Results
Patients were on average 67 years old, 48% were male and 28%, 41% and 31% in ISS stages I, II and III, respectively. The chance of being treated with a conventional therapy increases with age in all lines of therapy. In first line, 13% in younger patients <65 years and 72% of elderly patients ≥75 years were treated with a conventional. Patients seemed to respond better on novel therapies. In first line, patients aged ≥75 years treated with a conventional treatment, novel treatment and stem cell transplantation had a 9%, 28% and 69% probability on a ≥very good partial response respectively. Patients’ ≥75 with no response or progressive disease on first line had a median OS of 1.54 years whereas patients in the same age group with (near) complete response had a median OS of 3.27 years. For patients aged ≥75 years, a matched treatment comparison using propensity scoring showed significantly longer OS for novel therapies 3.61 (2.66-6.44) years versus conventional therapies 2.14 (1.78-2.57) years. Multivariate cox-regression models gave a similar result with an estimated hazard ratio of 0.45 (0.24-0.98).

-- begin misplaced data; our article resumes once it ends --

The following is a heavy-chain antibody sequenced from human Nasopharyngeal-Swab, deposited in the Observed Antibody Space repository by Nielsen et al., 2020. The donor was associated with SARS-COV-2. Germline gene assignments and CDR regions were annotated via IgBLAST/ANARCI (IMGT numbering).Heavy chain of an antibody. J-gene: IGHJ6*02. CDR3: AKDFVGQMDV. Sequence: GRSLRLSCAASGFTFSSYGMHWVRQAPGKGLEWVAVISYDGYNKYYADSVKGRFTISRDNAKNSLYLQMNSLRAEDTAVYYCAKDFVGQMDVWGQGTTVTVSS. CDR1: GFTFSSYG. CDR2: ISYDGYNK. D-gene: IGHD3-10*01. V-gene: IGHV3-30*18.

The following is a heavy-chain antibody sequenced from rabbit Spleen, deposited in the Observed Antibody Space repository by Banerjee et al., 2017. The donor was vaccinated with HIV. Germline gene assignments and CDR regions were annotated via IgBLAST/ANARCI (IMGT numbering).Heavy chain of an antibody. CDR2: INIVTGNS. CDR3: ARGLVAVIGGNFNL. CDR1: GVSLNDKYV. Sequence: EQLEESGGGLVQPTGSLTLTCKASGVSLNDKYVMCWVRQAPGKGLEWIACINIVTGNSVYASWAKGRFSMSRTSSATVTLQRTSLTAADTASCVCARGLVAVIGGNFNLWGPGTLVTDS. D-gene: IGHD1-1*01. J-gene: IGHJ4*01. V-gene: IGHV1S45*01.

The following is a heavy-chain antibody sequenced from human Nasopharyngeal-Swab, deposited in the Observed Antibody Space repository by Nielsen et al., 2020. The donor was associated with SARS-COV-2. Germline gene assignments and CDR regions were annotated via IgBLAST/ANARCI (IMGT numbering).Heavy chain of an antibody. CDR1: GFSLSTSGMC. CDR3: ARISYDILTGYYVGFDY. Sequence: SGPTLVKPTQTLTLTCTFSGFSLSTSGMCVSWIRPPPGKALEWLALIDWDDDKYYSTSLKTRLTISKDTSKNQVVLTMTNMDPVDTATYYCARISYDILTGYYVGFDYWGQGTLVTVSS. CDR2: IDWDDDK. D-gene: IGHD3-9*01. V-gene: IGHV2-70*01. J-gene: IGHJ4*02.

Summary

This paper shows that in this incident cohort elderly patients are significantly more likely to be treated with a conventional MM therapy than younger patients, while elderly patient do significantly benefit from novel therapies in first line compared to conventional therapies in terms of longer OS. Hence, there is a potential to improve therapy for and further increase the OS among elderly MM patients with novel treatment options.



Keyword(s): Multiple myeloma, Outcome measurement, Survival prediction

Session topic: E-poster
Abstract: E1289

Type: Eposter Presentation

Background
The ongoing introduction of novel therapies for MM provides clinicians and patients various treatment options in numerous lines of treatment. Understanding the current treatment practices and the outcomes in different age groups is of vital importance to understand whether these new treatment should be used in patients from all age groups and where options for treatment optimization exist.

Aims

(i) To describe treatment patterns and corresponding outcomes in terms of response, time to next therapy (TTNT) and overall survival (OS) of Nordic Multiple Myeloma (MM) patients with a focus on age. (ii) To investigate whether age affected the patients’ probability of being treated with a conventional (e.g. melphelan prednisone) or a novel treatment (bortezomib, thalidomide or lenalidomide) and whether this treatment choice affected OS in the elderly.

 

 



Methods